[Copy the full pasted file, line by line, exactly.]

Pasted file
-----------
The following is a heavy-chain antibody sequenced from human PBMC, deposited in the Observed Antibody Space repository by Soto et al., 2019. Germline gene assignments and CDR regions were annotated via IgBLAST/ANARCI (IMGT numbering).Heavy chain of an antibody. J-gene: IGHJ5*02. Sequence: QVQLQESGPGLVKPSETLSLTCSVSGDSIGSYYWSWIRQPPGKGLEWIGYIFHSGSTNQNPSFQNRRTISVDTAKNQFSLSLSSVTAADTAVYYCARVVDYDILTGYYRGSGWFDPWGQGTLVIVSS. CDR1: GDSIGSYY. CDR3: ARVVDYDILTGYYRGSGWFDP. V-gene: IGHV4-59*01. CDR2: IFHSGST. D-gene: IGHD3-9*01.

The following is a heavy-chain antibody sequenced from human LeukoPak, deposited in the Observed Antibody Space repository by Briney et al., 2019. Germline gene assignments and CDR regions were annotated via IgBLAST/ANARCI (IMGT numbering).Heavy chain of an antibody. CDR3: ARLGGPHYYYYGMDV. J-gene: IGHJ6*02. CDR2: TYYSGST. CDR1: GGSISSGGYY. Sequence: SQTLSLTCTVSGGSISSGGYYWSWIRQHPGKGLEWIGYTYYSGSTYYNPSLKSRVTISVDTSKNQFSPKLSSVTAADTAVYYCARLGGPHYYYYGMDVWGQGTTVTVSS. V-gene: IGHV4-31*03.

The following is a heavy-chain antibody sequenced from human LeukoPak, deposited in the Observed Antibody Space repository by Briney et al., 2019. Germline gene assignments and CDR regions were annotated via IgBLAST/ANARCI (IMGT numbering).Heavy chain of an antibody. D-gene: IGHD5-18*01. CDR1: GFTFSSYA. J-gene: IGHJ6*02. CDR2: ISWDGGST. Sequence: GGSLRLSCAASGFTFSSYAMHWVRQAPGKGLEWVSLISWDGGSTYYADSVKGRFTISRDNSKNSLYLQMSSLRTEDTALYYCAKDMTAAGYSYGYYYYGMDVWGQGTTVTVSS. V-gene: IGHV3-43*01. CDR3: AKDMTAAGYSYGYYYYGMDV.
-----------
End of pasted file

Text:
The following is a heavy-chain antibody sequenced from human PBMC, deposited in the Observed Antibody Space repository by Soto et al., 2019. Germline gene assignments and CDR regions were annotated via IgBLAST/ANARCI (IMGT numbering).Heavy chain of an antibody. J-gene: IGHJ5*02. Sequence: QVQLQESGPGLVKPSETLSLTCSVSGDSIGSYYWSWIRQPPGKGLEWIGYIFHSGSTNQNPSFQNRRTISVDTAKNQFSLSLSSVTAADTAVYYCARVVDYDILTGYYRGSGWFDPWGQGTLVIVSS. CDR1: GDSIGSYY. CDR3: ARVVDYDILTGYYRGSGWFDP. V-gene: IGHV4-59*01. CDR2: IFHSGST. D-gene: IGHD3-9*01.

The following is a heavy-chain antibody sequenced from human LeukoPak, deposited in the Observed Antibody Space repository by Briney et al., 2019. Germline gene assignments and CDR regions were annotated via IgBLAST/ANARCI (IMGT numbering).Heavy chain of an antibody. CDR3: ARLGGPHYYYYGMDV. J-gene: IGHJ6*02. CDR2: TYYSGST. CDR1: GGSISSGGYY. Sequence: SQTLSLTCTVSGGSISSGGYYWSWIRQHPGKGLEWIGYTYYSGSTYYNPSLKSRVTISVDTSKNQFSPKLSSVTAADTAVYYCARLGGPHYYYYGMDVWGQGTTVTVSS. V-gene: IGHV4-31*03.

The following is a heavy-chain antibody sequenced from human LeukoPak, deposited in the Observed Antibody Space repository by Briney et al., 2019. Germline gene assignments and CDR regions were annotated via IgBLAST/ANARCI (IMGT numbering).Heavy chain of an antibody. D-gene: IGHD5-18*01. CDR1: GFTFSSYA. J-gene: IGHJ6*02. CDR2: ISWDGGST. Sequence: GGSLRLSCAASGFTFSSYAMHWVRQAPGKGLEWVSLISWDGGSTYYADSVKGRFTISRDNSKNSLYLQMSSLRTEDTALYYCAKDMTAAGYSYGYYYYGMDVWGQGTTVTVSS. V-gene: IGHV3-43*01. CDR3: AKDMTAAGYSYGYYYYGMDV.